Sheep grassland management: Closing up paddocks for next spring a priority

The recent poor weather conditions have forced some farmers to house their animals, with others starting to close up paddocks for the winter.

The wet weather has also led to a deterioration in grazing conditions – making avoiding poaching damage and reaching residuals increasingly tricky.

Therefore, it is time for farmers to begin closing paddocks for next spring, so that grass is available for ewes and their newly-born lambs.

Autumn is the starting point of the grassland year; therefore, decisions made now will have a direct affect on the quality of grass available next spring.

Recommended guidelines:

  • The first paddocks closed should be sheltered and close to the lambing area;
  • Pastures should be grazed out tight to a residual of 3.5-4cm;
  • Use temporary electric fencing if required to reach post-grazing targets without forcing sheep to graze to low heights for a prolonged period;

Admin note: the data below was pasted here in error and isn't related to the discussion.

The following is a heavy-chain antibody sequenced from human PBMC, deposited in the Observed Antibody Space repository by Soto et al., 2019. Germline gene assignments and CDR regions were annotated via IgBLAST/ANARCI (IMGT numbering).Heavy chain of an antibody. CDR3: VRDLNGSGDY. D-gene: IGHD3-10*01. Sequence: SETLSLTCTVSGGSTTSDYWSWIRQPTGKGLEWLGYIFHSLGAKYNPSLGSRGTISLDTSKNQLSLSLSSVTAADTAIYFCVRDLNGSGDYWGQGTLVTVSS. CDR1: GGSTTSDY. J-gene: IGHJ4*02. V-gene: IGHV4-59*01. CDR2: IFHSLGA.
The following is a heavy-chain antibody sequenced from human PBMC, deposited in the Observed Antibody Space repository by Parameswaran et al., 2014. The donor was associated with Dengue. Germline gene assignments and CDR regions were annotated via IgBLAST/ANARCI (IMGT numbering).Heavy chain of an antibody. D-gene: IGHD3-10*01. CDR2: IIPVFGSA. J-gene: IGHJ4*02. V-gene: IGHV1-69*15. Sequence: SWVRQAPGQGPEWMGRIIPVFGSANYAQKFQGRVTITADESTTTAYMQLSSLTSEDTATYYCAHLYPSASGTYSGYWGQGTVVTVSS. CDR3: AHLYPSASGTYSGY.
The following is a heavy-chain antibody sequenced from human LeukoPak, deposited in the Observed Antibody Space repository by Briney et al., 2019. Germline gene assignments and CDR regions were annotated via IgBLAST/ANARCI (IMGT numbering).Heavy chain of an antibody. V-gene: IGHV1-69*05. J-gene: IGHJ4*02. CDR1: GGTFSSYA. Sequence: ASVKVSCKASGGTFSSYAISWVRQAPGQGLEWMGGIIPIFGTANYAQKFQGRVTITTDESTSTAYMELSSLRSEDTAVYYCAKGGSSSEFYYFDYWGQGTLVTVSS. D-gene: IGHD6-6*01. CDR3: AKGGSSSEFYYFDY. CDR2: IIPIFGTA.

• Do not re-graze closed paddocks.

Closing paddocks now – while the grass is still growing – will ensure that there are adequate covers of grass next spring.

Furthermore, when grass growth starts to increase again in February and March, the fields closed now will respond quickest to increasing temperatures and an early application of fertiliser.

Recommendations for when and how much should be closed off. Data source: Teagasc

Moreover, it is important to graze paddocks down to a residual of 3.5-4cm. This, in turn, will allow for a better regrowth.

Grazing below this will have a negative impact on grass growth and will encourage weeds to grow instead.

In essence, come next spring, farmers should be grazing covers of between 8cm and 10cm.

Covers of this height – that are palatable and of good quality – will help ewes’ milk production and allow them to maintain condition while carrying their lambs.